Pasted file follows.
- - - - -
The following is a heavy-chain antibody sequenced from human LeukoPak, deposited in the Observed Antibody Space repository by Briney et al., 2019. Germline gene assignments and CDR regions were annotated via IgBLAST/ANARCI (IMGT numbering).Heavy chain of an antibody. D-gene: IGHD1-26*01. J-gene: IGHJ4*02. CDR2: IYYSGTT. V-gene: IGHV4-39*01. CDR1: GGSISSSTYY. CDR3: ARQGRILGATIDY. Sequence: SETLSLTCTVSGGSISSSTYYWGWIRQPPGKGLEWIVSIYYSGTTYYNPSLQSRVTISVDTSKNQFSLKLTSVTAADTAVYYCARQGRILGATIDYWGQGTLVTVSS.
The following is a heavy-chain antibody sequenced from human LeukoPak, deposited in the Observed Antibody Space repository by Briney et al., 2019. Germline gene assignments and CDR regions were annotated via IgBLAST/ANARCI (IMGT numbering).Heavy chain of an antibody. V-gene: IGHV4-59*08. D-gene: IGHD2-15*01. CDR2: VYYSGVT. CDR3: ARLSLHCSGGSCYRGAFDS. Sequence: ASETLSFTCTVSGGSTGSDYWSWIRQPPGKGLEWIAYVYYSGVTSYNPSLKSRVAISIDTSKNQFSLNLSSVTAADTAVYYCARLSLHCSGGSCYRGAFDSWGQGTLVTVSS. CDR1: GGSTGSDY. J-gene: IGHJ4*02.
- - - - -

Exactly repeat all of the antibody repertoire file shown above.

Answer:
The following is a heavy-chain antibody sequenced from human LeukoPak, deposited in the Observed Antibody Space repository by Briney et al., 2019. Germline gene assignments and CDR regions were annotated via IgBLAST/ANARCI (IMGT numbering).Heavy chain of an antibody. D-gene: IGHD1-26*01. J-gene: IGHJ4*02. CDR2: IYYSGTT. V-gene: IGHV4-39*01. CDR1: GGSISSSTYY. CDR3: ARQGRILGATIDY. Sequence: SETLSLTCTVSGGSISSSTYYWGWIRQPPGKGLEWIVSIYYSGTTYYNPSLQSRVTISVDTSKNQFSLKLTSVTAADTAVYYCARQGRILGATIDYWGQGTLVTVSS.
The following is a heavy-chain antibody sequenced from human LeukoPak, deposited in the Observed Antibody Space repository by Briney et al., 2019. Germline gene assignments and CDR regions were annotated via IgBLAST/ANARCI (IMGT numbering).Heavy chain of an antibody. V-gene: IGHV4-59*08. D-gene: IGHD2-15*01. CDR2: VYYSGVT. CDR3: ARLSLHCSGGSCYRGAFDS. Sequence: ASETLSFTCTVSGGSTGSDYWSWIRQPPGKGLEWIAYVYYSGVTSYNPSLKSRVAISIDTSKNQFSLNLSSVTAADTAVYYCARLSLHCSGGSCYRGAFDSWGQGTLVTVSS. CDR1: GGSTGSDY. J-gene: IGHJ4*02.